Wood-chewing habits in horses are often indicative of physical discomfort or dietary deficiencies. When a horse displays a sudden onset of wood-chewing, it signals potential issues that warrant attention. The behavior can also be triggered by psychological stress, such as boredom or confinement. Dr. Aida López-Sánchez, PhD., notes that altered forage preferences can be a significant indicator of a horse’s digestive discomfort, potentially leading to nutritional imbalances. Horses may exhibit changes in grazing behavior and show a preference for alternative sources of fiber when experiencing these issues.

    What Causes Horses to Eat Tree Bark?

    Various factors can lead horses to eat tree bark, including nutritional deficiencies, coprophagia, boredom, and pica-related behaviors.

    Nutritional deficiencies, such as insufficient beet pulp or minerals, can lead horses to seek alternative sources of nutrition. For instance, gallotannins found in some tree bark can provide a bitter taste that may attract horses exhibiting coprophagia tendencies. Boredom and pica-related behaviors, often observed in stalled horses, can drive them to chew on tree bark due to a lack of mental stimulation or the desire to consume non-nutritive items.

    Nutritional Deficiencies

    Nutritional deficiencies, such as inadequate fiber or mineral imbalances, may drive horses to seek alternative sources, leading to tree bark consumption as a compensatory behavior.

    When horses lack sufficient fiber in their diet, they may resort to consuming tree bark to fulfill their need for roughage. Additionally, mineral imbalances, including deficiencies or excesses of certain minerals, can prompt horses to engage in abnormal eating behaviors. For instance, horses grazing in pastures with an overabundance of red clover, which contains high levels of tannins, may exhibit tree bark consumption as an attempt to offset the adverse effects of excessive tannin intake.


    In some instances, coprophagia, or the consumption of feces, may drive horses to explore non-traditional food sources, including tree bark.

    As herbivores, horses naturally graze on grass and consume hay, but coprophagia may indicate a behavioral shift. This behavior might be linked to a deficiency in their diet, prompting them to seek out alternative sources of essential nutrients found in black walnut bark or other tree barks. The presence of slaframine in the consumed feces can lead horses to seek out tree bark due to its potential to counteract the toxic effects of this mycotoxin.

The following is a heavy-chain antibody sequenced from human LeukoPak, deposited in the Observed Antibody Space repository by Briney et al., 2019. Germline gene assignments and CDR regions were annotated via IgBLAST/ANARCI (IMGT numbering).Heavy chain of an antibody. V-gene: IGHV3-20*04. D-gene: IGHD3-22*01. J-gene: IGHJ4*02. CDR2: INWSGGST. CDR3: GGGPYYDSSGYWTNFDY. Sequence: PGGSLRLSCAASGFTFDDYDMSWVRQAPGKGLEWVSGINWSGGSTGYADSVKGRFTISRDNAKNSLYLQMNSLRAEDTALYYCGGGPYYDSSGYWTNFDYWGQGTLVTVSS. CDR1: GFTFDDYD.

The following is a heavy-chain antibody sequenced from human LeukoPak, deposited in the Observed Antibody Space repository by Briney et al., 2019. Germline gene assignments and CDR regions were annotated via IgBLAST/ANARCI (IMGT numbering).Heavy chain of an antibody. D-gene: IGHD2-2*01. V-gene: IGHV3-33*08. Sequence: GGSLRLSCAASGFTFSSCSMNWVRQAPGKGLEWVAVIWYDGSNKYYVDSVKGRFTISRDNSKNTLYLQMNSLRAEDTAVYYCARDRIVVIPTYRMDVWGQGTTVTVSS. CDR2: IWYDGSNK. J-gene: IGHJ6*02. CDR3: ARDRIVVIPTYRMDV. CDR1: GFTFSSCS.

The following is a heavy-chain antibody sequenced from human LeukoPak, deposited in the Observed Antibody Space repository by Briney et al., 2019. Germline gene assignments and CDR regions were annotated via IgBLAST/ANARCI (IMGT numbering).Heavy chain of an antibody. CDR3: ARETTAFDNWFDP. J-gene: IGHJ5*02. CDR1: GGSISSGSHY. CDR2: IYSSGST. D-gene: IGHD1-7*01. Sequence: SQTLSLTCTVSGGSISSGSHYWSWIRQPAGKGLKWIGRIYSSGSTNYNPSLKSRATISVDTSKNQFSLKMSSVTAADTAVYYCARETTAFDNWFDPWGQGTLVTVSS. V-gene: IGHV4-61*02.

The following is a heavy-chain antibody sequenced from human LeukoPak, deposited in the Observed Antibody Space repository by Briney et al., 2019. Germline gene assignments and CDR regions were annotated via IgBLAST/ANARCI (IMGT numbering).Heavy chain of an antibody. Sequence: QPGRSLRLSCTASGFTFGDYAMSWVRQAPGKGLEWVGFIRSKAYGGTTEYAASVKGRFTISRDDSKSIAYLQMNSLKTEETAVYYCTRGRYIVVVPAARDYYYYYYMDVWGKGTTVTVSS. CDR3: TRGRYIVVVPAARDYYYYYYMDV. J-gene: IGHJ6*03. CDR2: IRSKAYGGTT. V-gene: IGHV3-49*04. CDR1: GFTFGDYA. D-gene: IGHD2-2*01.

Boredom or Lack of Forage

    Boredom or inadequate access to forage can prompt horses to exhibit exploratory behavior, including the consumption of tree bark as a form of environmental enrichment.

    When horses experience boredom or lack of stimulation due to insufficient forage availability, they may resort to consuming tree bark as a way to alleviate their boredom and satisfy their natural urge for foraging. In regions such as New South Wales, Australia, where environmental conditions may limit access to diverse forage, this behavior is particularly observed. According to equine behavior expert Mariette van den Berg, environmental enrichment plays a crucial role in preventing this behavior. Therefore, ensuring ample forage provision and implementing enriching activities are essential to discourage horses from consuming tree bark as a compensatory behavior.


    Pica, a condition characterized by the consumption of non-nutritive substances, can contribute to horses seeking out and consuming tree bark as an abnormal behavior pattern.

    This behavior can be particularly evident in cases of equine oak toxicosis, where horses may exhibit abnormal eating patterns due to the toxic substances present in oak trees.

    A combination of factors such as nutritional deficiencies, stress, or environmental changes can trigger pica-related behaviors in horses, leading them to engage in the consumption of tree bark, despite it being non-nutritive.

    It’s important for horse owners to monitor their animals closely for any signs of pica and provide appropriate veterinary care to address underlying causes.

    What Are the Risks of Horses Eating Tree Bark?

    What Are the Risks of Horses Eating Tree Bark? - Why Do Horses Eat Tree Bark